1. Fresh Air. He or she insists on opening the window to get some fresh air, even in the middle of a snowstorm or negative temperatures. A frigid wind will blow in and overtake the room, but that is an insignificant thing in the face of the compelling biological need to breathe in a few gulps of fresh air and refresh the stale air in the room. This also extends to the practice of not wanting air conditioned air (i.e. not fresh) in a room – Germans will insist, even in the most humid, sweltering weather (for example, while on vacation mid-summer in Bangkok) that the air conditioner be turned off.
2. Greetings. When someone enters a room, Germans always stand and shake hands or do the double-cheek kiss. It’s considered very rude not to pause and greet someone – nods and grunts of acknowledgment while still continuing to work away at the computer do not suffice.
3. Birthdays. This is serious stuff. Germans have entire calendars devoted to knowing when every person they ever met has their birthday, so they can send an email or message acknowledging the person on her birthday and congratulating her for the miracle of her birth. At work, this becomes particularly important. I believe that secretaries may be employed entirely to manage the birthday calendars so that their bosses do not suffer the steely-eyed glare of a scorned colleague, whose birthday was inadvertently missed. There are also strict regulations around when to congratulate that person- under no circumstances should you ever say “happy birthday” before midnight on the eve of a birthday, otherwise surely the wrath of the gods shall strike you down (or the person who celebrates his birthday? Not really sure who is the subject of the Unglück in this instance).
4. Saving places. Ever been to a resort where there are large packs of German tourists? Have you noticed how all the prime sun loungers seem to be reserved with towels draped over them, but no one is ever actually there?? Yep, it’s those sneaky Germans, waking up at the crack of dawn and darting outside to claim a chair for the day, thus ensuring that all the lazier nationalities (or perhaps just those who partied much later into the night and are thus deemed physically incapable of dragging oneself out of bed before midday) are shit-out-of-luck. This applies to many other instances too – Germans have a knack for casually dropping a bag or a jacket onto a chair and then fiercely defending their territory for the rest of the day.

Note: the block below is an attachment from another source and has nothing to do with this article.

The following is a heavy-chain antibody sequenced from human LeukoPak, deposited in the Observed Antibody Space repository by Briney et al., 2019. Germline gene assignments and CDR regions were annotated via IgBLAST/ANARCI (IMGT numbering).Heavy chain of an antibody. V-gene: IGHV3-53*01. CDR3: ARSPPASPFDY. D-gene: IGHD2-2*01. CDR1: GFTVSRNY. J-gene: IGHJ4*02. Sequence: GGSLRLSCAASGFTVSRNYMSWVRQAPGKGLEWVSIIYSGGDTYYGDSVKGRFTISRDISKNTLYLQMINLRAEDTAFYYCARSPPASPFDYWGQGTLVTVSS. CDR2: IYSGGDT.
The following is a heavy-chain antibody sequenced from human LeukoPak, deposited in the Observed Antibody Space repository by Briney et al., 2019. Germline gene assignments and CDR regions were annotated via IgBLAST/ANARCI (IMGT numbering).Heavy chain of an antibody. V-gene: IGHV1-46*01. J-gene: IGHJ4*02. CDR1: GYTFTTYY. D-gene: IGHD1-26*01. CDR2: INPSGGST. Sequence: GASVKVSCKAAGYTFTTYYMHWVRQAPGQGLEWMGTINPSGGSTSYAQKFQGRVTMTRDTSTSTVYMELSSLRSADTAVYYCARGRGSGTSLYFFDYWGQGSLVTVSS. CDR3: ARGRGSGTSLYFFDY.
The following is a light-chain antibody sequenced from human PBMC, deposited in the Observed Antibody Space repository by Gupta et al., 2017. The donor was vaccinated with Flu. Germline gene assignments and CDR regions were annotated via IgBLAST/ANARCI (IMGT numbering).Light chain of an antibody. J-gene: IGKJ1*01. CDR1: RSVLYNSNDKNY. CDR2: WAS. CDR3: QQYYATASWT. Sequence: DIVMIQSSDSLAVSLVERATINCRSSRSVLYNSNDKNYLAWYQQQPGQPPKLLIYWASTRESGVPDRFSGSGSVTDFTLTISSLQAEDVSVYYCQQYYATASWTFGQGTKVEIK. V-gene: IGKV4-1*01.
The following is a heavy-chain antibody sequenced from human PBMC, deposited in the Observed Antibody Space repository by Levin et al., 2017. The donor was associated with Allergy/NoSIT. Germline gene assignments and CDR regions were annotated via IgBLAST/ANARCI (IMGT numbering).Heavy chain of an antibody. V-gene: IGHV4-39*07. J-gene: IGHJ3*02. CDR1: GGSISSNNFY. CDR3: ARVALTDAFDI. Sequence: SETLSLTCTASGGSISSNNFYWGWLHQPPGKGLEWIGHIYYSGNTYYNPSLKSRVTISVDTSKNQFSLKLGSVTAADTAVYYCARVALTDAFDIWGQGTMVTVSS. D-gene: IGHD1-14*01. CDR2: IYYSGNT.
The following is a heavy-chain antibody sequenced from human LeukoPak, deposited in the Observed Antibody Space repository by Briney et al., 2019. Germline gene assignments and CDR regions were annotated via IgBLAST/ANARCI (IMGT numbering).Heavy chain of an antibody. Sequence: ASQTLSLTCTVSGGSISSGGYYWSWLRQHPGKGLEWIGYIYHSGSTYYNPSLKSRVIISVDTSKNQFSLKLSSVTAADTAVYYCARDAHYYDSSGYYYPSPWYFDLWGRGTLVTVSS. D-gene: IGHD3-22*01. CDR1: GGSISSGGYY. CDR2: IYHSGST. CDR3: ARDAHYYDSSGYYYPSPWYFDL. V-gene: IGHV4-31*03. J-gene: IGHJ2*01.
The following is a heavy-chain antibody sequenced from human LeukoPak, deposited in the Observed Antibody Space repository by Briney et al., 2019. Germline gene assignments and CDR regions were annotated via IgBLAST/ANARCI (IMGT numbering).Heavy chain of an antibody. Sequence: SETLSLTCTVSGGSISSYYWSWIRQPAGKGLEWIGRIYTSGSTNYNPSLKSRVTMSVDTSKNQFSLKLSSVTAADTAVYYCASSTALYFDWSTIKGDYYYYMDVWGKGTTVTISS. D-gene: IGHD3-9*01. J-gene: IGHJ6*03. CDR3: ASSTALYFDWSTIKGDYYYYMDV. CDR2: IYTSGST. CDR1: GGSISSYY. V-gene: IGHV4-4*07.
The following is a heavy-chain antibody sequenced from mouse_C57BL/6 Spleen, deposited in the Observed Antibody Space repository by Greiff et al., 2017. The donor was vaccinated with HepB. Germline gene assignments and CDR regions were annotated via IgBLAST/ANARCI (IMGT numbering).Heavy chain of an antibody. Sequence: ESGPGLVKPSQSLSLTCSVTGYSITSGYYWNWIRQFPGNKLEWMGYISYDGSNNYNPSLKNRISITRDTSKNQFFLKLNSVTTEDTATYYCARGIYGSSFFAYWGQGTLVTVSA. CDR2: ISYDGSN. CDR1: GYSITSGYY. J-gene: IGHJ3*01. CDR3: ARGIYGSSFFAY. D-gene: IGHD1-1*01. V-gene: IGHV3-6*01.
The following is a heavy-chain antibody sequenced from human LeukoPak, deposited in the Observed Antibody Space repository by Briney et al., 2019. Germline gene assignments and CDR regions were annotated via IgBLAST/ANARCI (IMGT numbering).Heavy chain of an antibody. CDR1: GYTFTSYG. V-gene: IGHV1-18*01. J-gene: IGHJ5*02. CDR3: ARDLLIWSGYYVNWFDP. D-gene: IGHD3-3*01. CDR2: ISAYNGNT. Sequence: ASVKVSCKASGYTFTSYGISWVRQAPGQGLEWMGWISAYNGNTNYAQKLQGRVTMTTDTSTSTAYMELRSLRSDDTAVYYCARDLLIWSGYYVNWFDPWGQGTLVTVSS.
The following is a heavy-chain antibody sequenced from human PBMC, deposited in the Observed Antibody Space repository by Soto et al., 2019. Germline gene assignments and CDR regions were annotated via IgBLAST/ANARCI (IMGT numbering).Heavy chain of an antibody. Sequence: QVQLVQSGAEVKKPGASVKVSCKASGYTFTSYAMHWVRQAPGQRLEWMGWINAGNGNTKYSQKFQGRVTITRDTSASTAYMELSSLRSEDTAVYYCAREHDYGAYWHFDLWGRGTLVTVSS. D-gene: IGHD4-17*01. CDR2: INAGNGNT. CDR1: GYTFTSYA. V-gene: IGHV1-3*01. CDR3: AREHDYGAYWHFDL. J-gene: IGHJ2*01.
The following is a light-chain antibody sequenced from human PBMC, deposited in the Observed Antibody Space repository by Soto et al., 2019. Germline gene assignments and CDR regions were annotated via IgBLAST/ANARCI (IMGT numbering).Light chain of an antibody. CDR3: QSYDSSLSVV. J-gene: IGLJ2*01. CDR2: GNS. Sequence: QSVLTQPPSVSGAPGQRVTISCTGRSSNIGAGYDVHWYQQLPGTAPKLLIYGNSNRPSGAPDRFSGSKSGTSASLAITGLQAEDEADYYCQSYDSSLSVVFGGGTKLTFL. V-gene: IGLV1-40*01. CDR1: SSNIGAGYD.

5. Sharing tables. You know how trendy restaurants in the US are adopting designs for “communal tables”, normally a long table where several parties will be seated together and you are generally somehow forced to get to know your neighbor because you can’t help but overhear their conversation? (side note: this is really not ideal for dates). This is the normal practice in Germany. In fact, it’s hard to find a restaurant that doesn’t have shared tables. During busy mealtimes, it would even be quite normal to seat two pairs together at a four-person table. Why not? It is the best use of space after all.
So, all of this is to say, if you ever catch anyone doing any of the above, e.g. opening a window in the middle of a snowstorm, standing abruptly to give you the double-cheek kiss when you enter his office, sending you a birthday email even though you only met the dude once at a conference or at a meeting, staking a claim on the pool lounger and then going back to bed, or casually asking to join your table at a restaurant, even though you don’t know each other… you can bet that he probably lived in Germany.